UNEQUAL PROTECTION: the Rise of Corporate Dominance and the Theft of Human Rights by Thom Hartmann (The Last Hours of Ancient Sunlight) is different from the thundering herds of “it’s all corporate criminals” or “corporation shouldn’t be person” or “Bush wants a war to divert attention from his failures” books because:
1. The problem is not corporate crime or corporate criminals. It’s that corporations have stolen powers the Founders of this nation fought the Revolutionary War to withhold from them.
2. It’s not that the Supreme Court granted corporations human rights in 1886, like they teach in law school. It didn’t. It explicitly didn’t. Human rights were stolen by corporations through corrupting a man named J.C. Bancroft Davis, the court reporter of the Supreme Court—a crime exposed to the general public for the first time in this book.
3. The whole Iraq/war issue does, of course, keep the nation’s attention off the Bush administrations failures and crimes. And the most recent documents coming out of this administration seem to propose a Pax Americana much like the British Empire in the 1700s and the Roman Empire 2200 years ago. But, this time, something is very, very different. This empire will not be ruled by a king or a sovereign. It won’t even be ruled by a nation (although a nation - the US - will front for it). It will be ruled by a small handful of multinational corporations, who are already, in aggregate, more powerful than any nation on earth.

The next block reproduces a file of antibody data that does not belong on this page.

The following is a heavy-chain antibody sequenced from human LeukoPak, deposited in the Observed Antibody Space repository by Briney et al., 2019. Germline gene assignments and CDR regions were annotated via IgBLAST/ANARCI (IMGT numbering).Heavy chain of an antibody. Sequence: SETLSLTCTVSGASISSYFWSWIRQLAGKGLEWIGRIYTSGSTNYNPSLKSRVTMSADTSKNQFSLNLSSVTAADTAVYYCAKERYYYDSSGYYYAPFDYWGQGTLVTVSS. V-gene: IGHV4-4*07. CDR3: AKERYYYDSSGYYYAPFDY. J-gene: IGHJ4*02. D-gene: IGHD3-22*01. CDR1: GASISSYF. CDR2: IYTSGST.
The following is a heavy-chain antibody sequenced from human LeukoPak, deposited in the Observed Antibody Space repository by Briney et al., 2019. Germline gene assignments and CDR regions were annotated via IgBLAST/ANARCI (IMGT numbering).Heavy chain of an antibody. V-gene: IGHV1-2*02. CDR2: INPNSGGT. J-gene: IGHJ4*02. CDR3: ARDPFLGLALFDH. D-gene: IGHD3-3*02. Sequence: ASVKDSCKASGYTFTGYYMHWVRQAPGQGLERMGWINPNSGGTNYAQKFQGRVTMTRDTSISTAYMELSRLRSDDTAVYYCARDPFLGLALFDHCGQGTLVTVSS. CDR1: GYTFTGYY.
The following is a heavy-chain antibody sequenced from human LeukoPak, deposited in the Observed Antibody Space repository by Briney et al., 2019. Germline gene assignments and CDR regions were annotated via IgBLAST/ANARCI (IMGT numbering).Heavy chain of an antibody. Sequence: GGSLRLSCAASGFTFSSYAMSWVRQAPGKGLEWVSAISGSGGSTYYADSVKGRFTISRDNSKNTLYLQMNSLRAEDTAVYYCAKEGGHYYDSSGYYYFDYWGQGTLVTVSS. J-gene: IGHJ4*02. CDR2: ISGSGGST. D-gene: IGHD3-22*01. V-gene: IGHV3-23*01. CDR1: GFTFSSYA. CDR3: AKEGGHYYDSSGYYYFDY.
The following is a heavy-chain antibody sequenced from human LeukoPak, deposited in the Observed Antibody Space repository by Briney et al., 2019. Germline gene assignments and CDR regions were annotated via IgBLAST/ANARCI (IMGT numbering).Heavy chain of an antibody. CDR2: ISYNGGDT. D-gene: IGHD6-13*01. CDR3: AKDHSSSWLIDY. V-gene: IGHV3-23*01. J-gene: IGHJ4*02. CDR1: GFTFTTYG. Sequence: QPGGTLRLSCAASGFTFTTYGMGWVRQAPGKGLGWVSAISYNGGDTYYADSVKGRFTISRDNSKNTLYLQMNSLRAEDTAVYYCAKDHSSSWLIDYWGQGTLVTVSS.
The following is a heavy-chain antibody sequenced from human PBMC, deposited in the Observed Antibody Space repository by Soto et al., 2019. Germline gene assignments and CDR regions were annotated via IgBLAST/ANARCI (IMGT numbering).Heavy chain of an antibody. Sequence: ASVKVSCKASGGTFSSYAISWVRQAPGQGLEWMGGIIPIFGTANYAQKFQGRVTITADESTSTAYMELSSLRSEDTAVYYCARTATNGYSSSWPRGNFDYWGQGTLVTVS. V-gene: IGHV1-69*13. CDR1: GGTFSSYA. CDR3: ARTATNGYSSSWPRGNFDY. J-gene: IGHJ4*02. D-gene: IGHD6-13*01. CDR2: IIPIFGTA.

4. Thom and the book UNEQUAL PROTECTION also suggest specific, grass-roots-driven actions that can derail this theft of human rights and lust for empire now. It’s still possible to turn the tide.
Thom Hartmann’s new book UNEQUAL PROTECTION: The Rise of Corporate Dominance and the Theft of Human Rights (Rodale/October 2002) is an in-depth look into how corporations have hijacked democracy. Hartmann tracks the history of the modern corporation back to the founding of the East India Company in 1600, and the subsequent Boston Tea Party revolt against corporate dominance, through the 1886 Supreme Court case that erroneously led to corporate personhood and to what he calls the theft of human rights. UNEQUAL PROTECTION then offers specific actions that can be taken by citizens, courts, legislatures, and local communities, and tells the stories of how citizens across the country are already acting to take back democracy of, by, and for the people.